The paper describes the development and evaluation of haptic surface painting (HSP), a novel body painting approach that has been designed to support learner exploration and observation of anatomy. HSP involves the use of touch, sight, and food colouring to locate and paint the positions of muscles, tendons, ligaments, and bones directly on to the skin. Having used HSP, medical students identified that the approach was accessible, flexible, and empowering, and provided positive impacts on their three-dimensional spatial awareness and cognitive freedom when studying clinically relevant anatomical concepts.
As part of work on the Exploring 3D Anatomy MOOC, brought to life with help from FMS TEL, Iain and Leonard have also developed this as an asynchronous workshop that students can follow at home with video guidance. This, alongside other Exploring 3D Anatomy exercises are available as a free course to a wider audience.
Some group tasks are easier to complete using Word/Excel/PowerPoint. The easiest way I have found to share the files with students is to create a folder in SharePoint and provide a link to the folder in Canvas.
At the end of the academic year, I find its best practice to upload the completed documents and remove the link to SharePoint.
Files are not lost, should a member of staff leave the University
The SharePoint files can be rolled back to a previous version and reused
The link in the original task can be used year after year
Files can no longer be edited by past students
Can be time consuming if you have a lot of group activity files to upload
We’ve all been there. That tab that we had open ten minutes ago has just disappeared! Luckily, theres a solution for that.
Pressing Ctrl + Shift + T(Command + Shift + T on a mac) will reopen crashed or closed Chrome tabs. You can repeat this shortcut until it runs out of tabs and closed windows to restore from your history.
Last month we welcomed Nick Jensen to the FMS TEL team, as Senior Digital Skills Demonstrator.
Nick has joined the FMS TEL team to cover the role of Senior Demonstrator. Nick is co-ordinating a group of PGRs who assume the role of Digital Skills Demonstrators. As part of the wider remit of the department he delivers our digital skills provision, teaching students digital skills and techniques.
Nick brings insider knowledge with him, having previously been a Digital Skills Demonstrator himself for a four-year period from 2019 to 2023.
Using a problem based approach to help students help themselves, Nick and our team offer digital capabilities instruction in sessions that both directly and indirectly support student work (from undergraduate course assignments to PhD theses). We offer more than 100 sessions, serving over 2000 students each year. We deliver sessions both on campus and online.
“Having worked with the FMS TEL Digital Skills team for more than 4 years, applying to the Senior Demonstrator role was the perfect progression. I have previous managerial experience in the Further Education sector, and with my long-term career goals of procuring an academic support role in Higher Education, this role seemed like a logical next step. Since commencing the role some highlights have been running a staff training session for new and returning demonstrators, being involved with a Senior colleague in their interviewing processes and getting to put my own stamp on the teaching resources through re-vamping the content.”
FMS TEL have been checking out an exciting new PowerPoint feature from Microsoft. It allows you to put your live video feed on a PowerPoint slide. You can add transitions and other effects to it, just as you can to other objects.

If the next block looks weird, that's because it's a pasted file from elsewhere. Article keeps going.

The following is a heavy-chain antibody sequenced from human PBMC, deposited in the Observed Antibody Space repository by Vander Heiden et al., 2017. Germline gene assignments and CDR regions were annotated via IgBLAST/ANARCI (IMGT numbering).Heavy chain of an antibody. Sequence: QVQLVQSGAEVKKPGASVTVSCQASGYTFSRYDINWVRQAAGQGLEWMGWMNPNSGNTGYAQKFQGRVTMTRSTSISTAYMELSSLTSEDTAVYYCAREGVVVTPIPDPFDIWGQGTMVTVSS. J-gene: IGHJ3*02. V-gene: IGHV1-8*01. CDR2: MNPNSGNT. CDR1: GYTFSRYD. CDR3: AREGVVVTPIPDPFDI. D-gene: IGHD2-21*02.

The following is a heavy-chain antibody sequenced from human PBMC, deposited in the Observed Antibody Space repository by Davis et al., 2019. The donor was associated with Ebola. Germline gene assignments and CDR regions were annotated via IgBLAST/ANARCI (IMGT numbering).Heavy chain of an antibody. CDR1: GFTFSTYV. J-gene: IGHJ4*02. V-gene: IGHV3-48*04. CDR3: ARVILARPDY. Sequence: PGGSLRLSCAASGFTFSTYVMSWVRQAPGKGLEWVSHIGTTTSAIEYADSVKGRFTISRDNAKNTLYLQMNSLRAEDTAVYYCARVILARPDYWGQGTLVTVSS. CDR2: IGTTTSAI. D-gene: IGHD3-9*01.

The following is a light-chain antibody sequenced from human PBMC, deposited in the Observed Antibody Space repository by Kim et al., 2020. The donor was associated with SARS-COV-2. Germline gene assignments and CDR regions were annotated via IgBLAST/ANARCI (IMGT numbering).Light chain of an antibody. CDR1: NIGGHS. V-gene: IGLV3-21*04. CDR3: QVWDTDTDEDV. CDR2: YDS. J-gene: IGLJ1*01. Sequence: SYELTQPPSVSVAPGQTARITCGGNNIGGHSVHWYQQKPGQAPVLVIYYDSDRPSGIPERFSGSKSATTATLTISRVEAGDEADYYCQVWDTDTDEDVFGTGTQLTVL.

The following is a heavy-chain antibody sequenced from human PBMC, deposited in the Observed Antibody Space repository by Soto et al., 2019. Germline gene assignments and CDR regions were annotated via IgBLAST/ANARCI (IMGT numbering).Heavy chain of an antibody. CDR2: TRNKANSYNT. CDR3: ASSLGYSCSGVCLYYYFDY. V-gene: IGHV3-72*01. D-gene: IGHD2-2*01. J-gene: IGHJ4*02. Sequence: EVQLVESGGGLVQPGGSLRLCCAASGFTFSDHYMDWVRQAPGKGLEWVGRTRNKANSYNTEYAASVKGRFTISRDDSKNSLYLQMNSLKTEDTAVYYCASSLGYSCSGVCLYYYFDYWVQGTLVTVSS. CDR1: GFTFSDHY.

The FMS TEL Team work with schools across the faculty to maintain and improve our E-Learning offerings. At the moment, this is around 40 modules.
Join us in this blog post for a behind the scenes peek in our last minute checks before publishing the new courses for September 2023.
What have we already done?
During the summer we imported last years content, updated the timetables, and refreshed any padlets or wiki pages. We review the student feedback received from the previous year, and see if there are any quick wins we can do, or any larger problems which are being mentioned multiple times or have been mentioned over multiple years. Suggestions are made to our Module Leaders and agreed improvements are actioned. These will usually consist of activity revamps, updating outdated information, and excessive reading materials replaced with graphics or videos.
What: The Link Validator will find any broken links within your content. It will display a list of the page/discussion/assignment where the broken link is located and what the broken content is, as well as how it is broken.
Where: Settings > Validate links in content > Start link validation
How: We review every broken link. Sometimes an external website may have changed their website layout so a new path is required. Other times a resource might not longer be available and an alternative source will need to be found. We go through the list, fixing what we can and send a list of any unfixable links to our Module Leaders to review.
What: Canvas has an integrated Accessibility Report using Ally that will check all content; including documents, images and HTML content. The University has no baseline score, however it is highly recommended that your course is as accessible as possible. For E-learning courses in FMS we aim for a score of at least 95%.
How: The majority of improvements are easy to make and Ally takes you through the process step by step. Most of the time it will be tagging PDF documents, adding alt text to images or editing images that are over exposed (usually screenshots). We start with the red items and move onto the amber items. It is usually a case of following the on screen instructions. We have a walkthrough document available on the FMS Community as well as a few other posts on Accessibility.